10 January 2012

The Red Sole Fight Continues...

When the U.S. Court of Appeals hears oral arguments later this month in shoe designer Christian Louboutin's appeal to protect his trade mark on red lacquered soles, the court will be presented with two starkly different views of the role of colour in fashion design…

In April 2011,Christian Louboutin – who is known around the world for the Chinese red on the bottom of its high-end fashion high heels – sued one of its competitors, Yves Saint Laurent for trade mark infringement. YSL sold a completely red shoe which, being an all-red shoe, also included a red sole. In a decision from a District Judge, Louboutin’s request for an injunction preventing YSL’s sale of the shoe was denied. The judge held that the monopolisation of single colour such as the “colour red” without limitation was too broad and inconsistent with the US trade mark registration system. The decision caused a considerable stir within the fashion and trade mark world and resulted in an appeal from Louboutin in which it was argued that the coloured soles serve only to identify the Louboutin brand and that the judge’s blanket rule that use of a single colour on any “fashion item” was not protectable was not supported by previous case law and would create a dangerous precedent for the fashion industry.

Yves Saint Laurent countered that Louboutin, by his own admission, had an aesthetic purpose for lacquering the soles of his shoes red. So Louboutin is not entitled to a trade mark under US case law which has stated that a colour can be trade marked only when it "can act as a symbol that distinguishes a firm's goods and identifies their source, without serving any other significant function." When colour serves an aesthetic function (as YSL contends it does in Louboutin's shoes), it cannot be trade marked.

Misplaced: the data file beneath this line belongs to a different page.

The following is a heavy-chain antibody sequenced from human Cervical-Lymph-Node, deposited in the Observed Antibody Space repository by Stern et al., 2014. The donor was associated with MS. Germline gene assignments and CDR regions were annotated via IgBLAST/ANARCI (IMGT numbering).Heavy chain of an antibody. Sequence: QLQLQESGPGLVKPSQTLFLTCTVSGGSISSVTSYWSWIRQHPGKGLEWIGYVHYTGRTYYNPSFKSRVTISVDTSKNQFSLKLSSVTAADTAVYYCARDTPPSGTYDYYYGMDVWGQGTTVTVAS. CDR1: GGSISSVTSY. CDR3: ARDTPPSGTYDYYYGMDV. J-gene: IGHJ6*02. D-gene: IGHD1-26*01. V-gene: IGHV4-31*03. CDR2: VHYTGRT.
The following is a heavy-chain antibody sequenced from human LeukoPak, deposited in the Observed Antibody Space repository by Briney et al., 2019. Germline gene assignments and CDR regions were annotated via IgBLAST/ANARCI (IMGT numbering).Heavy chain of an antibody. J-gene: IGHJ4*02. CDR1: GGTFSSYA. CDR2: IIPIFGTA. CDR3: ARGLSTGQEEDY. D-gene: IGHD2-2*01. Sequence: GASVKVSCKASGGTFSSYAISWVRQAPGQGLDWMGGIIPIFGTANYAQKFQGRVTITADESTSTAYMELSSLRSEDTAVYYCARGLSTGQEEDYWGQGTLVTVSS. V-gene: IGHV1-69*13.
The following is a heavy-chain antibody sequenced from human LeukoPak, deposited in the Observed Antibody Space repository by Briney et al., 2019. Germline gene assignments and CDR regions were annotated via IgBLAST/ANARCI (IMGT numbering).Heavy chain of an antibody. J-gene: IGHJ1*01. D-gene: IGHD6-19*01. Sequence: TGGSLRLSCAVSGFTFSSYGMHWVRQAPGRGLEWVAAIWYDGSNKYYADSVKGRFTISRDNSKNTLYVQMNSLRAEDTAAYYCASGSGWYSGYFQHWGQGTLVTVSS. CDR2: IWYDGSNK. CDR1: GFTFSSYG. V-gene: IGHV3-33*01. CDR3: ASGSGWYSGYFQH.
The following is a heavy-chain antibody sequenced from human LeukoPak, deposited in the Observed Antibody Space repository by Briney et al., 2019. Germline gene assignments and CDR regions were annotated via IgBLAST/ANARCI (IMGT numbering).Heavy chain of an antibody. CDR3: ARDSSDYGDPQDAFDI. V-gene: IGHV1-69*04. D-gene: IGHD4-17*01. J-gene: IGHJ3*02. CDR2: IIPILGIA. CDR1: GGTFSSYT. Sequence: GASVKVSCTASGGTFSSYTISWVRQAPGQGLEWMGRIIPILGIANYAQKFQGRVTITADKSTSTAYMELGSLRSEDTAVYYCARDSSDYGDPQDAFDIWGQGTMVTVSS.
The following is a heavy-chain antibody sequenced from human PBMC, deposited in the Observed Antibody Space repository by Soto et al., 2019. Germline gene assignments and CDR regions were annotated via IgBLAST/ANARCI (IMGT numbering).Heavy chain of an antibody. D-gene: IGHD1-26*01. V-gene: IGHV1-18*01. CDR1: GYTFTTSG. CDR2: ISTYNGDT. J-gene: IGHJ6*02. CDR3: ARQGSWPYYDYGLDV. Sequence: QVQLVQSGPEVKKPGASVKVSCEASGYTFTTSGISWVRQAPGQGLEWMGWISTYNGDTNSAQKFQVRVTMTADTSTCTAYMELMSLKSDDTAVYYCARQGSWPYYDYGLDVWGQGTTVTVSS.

On Wednesday, YSL's interpretation of trademark law got a boost from a group of 11 law school professors, who filed an amicus brief in support of YSL. "This court should recognize that the shadow cast by a mark in a single colour on a fashion item creates enormous uncertainty for other designers and should regard claims of single-colour trade marks in fashion with considerable scepticism."

"A woman who buys red shoes is doing so for a reason," the brief argues. "Red shoes have a particular meaning to her, and to others, that cannot be supplied or even approximated by shoes of a different colour. Given the substantial creativity involved in both fashion design and fashion consumption, courts should not lightly allow one particular competitor to monopolise particular fashion submarkets."

Each party’s respective commercial interests demand that they continue fighting – YSL will not limit their future collections by agreeing to never using monochrome red shoes, nor will Louboutin wish to leave the litigation with a critical court decision in respect of their trade mark registration hanging over their heads.

Oral arguments will take place at 2pm on 24 January. Expect a lot of high heels in the audience!

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